Forgotten Franchises: The NHL’s Kansas City Scouts

The Kansas City Scouts began as a 1974 NHL expansion team, entering the league along with the Washington Capitals. At the time, the NHL was waging a war with the rival World Hockey Association, and both leagues were eager to get a foothold into new arenas before their rivals did… As a result, the 1970’s involved plenty of expansion and relocation for both leagues.
1974 Topps Hockey Kansas City Scouts
The original name of the team was meant to be the Kansas City Mohawks, but the Chicago Black Hawks objected that the name was too similar to theirs. As a result, the name “Scouts” was adopted. The name and the team logo both come from a famous statue called “The Scout”; it depicts a Sioux indian and overlooks downtown Kansas City.

The Scouts got off to a slow start in both play and attendance. Season ticket sales were much lower than projected, and the only NHL team with a worse record than the Scouts was the woeful Capitals.
1975 Topps Hockey Richard Lemieux

Both the team and attendance continued to be bad in the second season. The Scouts had trouble finding financial backing for the team. At one point they were to be bought by the NBA’s Kansas City Kings, their “roommates” in the Kemper Arena, but that deal fell through.
1976-77 Topps Gary Bergman
Problems continued for the Scouts, and the NHL realized that expanding to Kansas City was a mistake. Things got so bad that the league threatened to terminate the franchise if it were not sold. A buyer was found that moved the team to Denver after just two seasons… and no, the Scouts did not become the Colorado Avalanche. I’ll get into that in my next “Forgotten Franchises” post.

Kansas City has not seen major professional hockey since the Scouts left town. Both the Penguins and Islanders were flirting with the idea in recent years (or using KC as a bargaining tool, take your pick), but neither move took place.


I am a “franchise nerd”. For reasons I cannot explain, I am interested in the franchise histories of all sports, even the sports I don’t otherwise care about.

I don’t follow any particular soccer team or player, but I always keep an eye out for news about MLS expansion.

I don’t care for basketball and couldn’t give a damn about the NBA, and yet when I see a basketball card featuring a player for the Memphis Tams, I become intrigued.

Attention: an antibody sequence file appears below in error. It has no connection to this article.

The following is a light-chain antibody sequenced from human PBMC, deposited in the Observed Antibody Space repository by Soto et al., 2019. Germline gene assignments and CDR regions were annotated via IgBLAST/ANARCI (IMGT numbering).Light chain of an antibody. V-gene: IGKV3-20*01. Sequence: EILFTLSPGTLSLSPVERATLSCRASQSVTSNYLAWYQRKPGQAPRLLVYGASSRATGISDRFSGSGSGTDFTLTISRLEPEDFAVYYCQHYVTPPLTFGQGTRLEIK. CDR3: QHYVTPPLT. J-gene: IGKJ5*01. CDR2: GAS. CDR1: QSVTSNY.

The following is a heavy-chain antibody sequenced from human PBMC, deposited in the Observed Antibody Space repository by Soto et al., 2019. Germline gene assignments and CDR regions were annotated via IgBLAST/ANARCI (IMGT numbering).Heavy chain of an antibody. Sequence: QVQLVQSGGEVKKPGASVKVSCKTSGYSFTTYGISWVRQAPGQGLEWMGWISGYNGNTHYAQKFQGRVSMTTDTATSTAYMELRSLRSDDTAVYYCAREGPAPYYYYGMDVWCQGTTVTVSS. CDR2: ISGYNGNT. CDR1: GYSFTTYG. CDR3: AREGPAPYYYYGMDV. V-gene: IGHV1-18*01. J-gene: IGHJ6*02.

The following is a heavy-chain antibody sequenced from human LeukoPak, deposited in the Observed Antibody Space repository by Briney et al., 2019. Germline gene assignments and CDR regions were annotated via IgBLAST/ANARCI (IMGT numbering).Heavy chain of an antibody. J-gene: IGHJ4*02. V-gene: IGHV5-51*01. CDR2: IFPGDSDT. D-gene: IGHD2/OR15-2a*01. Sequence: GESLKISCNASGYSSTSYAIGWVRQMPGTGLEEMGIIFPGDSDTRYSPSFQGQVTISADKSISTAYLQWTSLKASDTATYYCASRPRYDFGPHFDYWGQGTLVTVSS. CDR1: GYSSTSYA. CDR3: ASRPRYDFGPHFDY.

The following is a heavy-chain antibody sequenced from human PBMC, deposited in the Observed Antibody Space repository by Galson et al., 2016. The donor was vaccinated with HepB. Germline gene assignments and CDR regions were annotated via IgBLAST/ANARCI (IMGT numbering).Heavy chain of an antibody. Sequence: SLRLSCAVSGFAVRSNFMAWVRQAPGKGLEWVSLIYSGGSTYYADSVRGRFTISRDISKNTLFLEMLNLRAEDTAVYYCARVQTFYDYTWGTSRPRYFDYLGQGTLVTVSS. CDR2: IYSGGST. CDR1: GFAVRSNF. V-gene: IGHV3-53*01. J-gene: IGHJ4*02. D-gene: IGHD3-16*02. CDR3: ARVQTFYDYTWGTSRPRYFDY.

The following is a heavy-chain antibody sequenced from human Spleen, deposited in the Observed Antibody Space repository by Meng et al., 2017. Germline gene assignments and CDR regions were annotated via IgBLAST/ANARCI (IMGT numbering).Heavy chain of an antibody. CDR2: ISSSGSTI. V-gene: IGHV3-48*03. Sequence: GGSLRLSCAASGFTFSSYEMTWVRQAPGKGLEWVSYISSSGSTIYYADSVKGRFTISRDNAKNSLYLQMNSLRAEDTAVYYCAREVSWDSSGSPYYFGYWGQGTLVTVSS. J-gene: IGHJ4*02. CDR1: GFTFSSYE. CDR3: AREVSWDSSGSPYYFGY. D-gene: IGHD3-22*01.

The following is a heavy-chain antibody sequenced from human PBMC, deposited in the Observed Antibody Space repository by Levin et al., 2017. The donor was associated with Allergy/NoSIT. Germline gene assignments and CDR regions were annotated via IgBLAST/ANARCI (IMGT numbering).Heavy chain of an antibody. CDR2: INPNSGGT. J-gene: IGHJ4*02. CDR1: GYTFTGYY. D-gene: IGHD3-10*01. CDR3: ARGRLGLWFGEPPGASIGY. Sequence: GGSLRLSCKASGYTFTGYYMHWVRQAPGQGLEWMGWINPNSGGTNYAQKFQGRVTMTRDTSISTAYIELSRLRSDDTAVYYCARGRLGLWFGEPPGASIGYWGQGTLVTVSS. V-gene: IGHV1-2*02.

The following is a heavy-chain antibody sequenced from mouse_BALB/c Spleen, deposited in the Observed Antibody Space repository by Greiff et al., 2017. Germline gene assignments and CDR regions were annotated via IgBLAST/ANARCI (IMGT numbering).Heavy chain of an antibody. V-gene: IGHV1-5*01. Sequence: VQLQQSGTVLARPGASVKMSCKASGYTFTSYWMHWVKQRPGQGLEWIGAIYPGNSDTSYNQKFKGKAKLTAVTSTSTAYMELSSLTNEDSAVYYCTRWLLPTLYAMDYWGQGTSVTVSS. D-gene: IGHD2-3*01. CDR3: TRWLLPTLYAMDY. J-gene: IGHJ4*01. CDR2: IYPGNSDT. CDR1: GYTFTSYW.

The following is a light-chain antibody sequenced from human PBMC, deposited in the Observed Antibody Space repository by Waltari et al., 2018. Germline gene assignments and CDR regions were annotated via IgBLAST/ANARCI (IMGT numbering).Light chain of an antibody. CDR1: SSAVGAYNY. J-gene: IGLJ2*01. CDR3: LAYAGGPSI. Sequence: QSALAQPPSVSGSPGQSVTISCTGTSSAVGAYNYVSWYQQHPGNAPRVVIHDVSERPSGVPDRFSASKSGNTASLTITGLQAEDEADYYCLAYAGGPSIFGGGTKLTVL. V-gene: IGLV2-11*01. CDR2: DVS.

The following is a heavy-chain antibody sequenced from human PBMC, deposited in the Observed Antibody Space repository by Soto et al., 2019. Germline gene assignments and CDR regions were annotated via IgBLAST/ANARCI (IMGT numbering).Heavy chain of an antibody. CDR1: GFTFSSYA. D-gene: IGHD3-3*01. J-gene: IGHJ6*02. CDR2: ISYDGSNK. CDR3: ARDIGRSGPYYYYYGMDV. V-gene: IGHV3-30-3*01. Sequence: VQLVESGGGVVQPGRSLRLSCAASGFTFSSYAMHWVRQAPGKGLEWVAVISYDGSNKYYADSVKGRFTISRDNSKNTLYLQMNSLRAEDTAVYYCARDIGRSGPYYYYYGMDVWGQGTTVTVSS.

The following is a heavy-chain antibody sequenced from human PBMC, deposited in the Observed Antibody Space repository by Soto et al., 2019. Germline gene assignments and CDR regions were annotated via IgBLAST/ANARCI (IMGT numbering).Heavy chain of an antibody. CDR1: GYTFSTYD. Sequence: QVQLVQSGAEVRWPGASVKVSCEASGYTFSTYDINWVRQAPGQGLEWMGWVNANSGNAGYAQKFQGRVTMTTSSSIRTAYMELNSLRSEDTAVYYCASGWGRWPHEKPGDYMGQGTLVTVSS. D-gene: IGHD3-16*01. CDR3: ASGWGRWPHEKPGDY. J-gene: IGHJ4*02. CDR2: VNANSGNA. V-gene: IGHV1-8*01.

When the “AAA” American Hockey League simultaneously shifted five teams to California last  month, it had zero effect on my life… but there I was Googling for more information about it.

I figure there must be others who find this stuff interesting. With that in mind, I’m starting this series on the basic histories of “dearly departed” franchises from most of the major North American sports. If there’s any particular teams you’d like to see covered, or if you have any other suggestions, you know what to do.

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13 thoughts on “Forgotten Franchises: The NHL’s Kansas City Scouts

  1. Yup I love forgotten franchises of the past from any sport. Great post, and I never knew that the Scouts logo was based on that statue.

  2. I’m with you as well. I often bore my wife to death telling her about team moves. I also skipped ahead to see what became of the Scouts. I must have stopped following hockey in the mid-seventies because I have absolutely no memory of any of those “interim” teams.

  3. Great stuff! I love the history of franchises. I saw the Kansas City Kings play in Houston. Houston alum Otis Birdsong was on the Kings and he left tickets for a bunch of his old school pals. I hadn’t thought about that team in years.

  4. For me the best part of your article is the fact that I am wearing a Kansas City Scouts T-shirt while I am reading it. I got it and a California Golden Seals shirt at the same time, so obviously I too am interested in defunct sports teams.

  5. Pingback: FINALLY! The Finals! | The Shlabotnik Report

  6. Pingback: A Scout Is Trustworthy, Loyal, Helpful, Friendly… | The Shlabotnik Report

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